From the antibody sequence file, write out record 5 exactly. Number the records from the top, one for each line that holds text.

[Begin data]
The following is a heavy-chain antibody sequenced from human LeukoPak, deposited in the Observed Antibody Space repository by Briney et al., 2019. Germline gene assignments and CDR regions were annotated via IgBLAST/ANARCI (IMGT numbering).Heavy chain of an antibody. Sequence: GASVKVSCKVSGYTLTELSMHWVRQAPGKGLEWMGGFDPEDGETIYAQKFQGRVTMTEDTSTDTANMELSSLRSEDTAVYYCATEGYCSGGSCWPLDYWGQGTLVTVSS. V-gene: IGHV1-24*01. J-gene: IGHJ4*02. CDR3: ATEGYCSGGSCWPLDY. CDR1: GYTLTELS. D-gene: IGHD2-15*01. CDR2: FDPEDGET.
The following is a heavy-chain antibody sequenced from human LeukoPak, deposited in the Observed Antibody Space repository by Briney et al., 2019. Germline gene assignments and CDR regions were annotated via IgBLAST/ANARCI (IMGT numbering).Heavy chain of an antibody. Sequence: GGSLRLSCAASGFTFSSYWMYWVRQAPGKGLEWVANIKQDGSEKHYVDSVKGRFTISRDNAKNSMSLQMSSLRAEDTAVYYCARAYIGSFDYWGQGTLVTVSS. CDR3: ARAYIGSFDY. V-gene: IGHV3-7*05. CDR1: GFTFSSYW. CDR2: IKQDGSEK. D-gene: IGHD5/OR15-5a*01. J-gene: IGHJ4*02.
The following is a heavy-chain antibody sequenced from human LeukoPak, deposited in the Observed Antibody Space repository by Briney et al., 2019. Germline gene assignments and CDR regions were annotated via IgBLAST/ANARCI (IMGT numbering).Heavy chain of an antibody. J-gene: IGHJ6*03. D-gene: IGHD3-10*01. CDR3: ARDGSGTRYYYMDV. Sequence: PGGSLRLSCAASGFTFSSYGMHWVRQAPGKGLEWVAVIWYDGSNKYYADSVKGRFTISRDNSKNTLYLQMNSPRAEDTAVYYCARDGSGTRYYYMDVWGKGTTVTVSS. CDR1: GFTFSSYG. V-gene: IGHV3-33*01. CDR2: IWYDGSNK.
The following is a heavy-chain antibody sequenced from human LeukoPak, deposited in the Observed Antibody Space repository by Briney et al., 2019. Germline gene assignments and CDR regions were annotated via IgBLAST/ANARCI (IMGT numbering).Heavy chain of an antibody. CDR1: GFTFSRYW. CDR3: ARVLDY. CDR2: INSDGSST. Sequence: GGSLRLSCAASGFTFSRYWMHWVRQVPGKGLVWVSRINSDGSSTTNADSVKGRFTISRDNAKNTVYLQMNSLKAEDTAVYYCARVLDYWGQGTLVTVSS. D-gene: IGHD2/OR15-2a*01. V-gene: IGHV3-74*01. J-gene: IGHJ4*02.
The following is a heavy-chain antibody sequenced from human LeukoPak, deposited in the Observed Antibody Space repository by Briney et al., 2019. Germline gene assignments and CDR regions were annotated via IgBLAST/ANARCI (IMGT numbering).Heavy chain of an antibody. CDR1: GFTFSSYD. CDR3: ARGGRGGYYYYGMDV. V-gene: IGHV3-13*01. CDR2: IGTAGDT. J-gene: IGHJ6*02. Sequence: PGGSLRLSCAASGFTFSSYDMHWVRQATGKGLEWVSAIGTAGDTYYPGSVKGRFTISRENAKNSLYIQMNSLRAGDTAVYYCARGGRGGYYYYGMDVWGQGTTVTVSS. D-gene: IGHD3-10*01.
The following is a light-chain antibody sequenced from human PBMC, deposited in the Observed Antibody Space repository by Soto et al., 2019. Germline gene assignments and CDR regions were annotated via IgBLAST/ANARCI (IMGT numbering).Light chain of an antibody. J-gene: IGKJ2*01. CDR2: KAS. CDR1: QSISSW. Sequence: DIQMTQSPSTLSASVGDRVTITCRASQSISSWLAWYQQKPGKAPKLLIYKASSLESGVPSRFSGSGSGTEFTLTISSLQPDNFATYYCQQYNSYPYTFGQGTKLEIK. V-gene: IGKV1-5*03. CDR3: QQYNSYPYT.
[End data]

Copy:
The following is a heavy-chain antibody sequenced from human LeukoPak, deposited in the Observed Antibody Space repository by Briney et al., 2019. Germline gene assignments and CDR regions were annotated via IgBLAST/ANARCI (IMGT numbering).Heavy chain of an antibody. CDR1: GFTFSSYD. CDR3: ARGGRGGYYYYGMDV. V-gene: IGHV3-13*01. CDR2: IGTAGDT. J-gene: IGHJ6*02. Sequence: PGGSLRLSCAASGFTFSSYDMHWVRQATGKGLEWVSAIGTAGDTYYPGSVKGRFTISRENAKNSLYIQMNSLRAGDTAVYYCARGGRGGYYYYGMDVWGQGTTVTVSS. D-gene: IGHD3-10*01.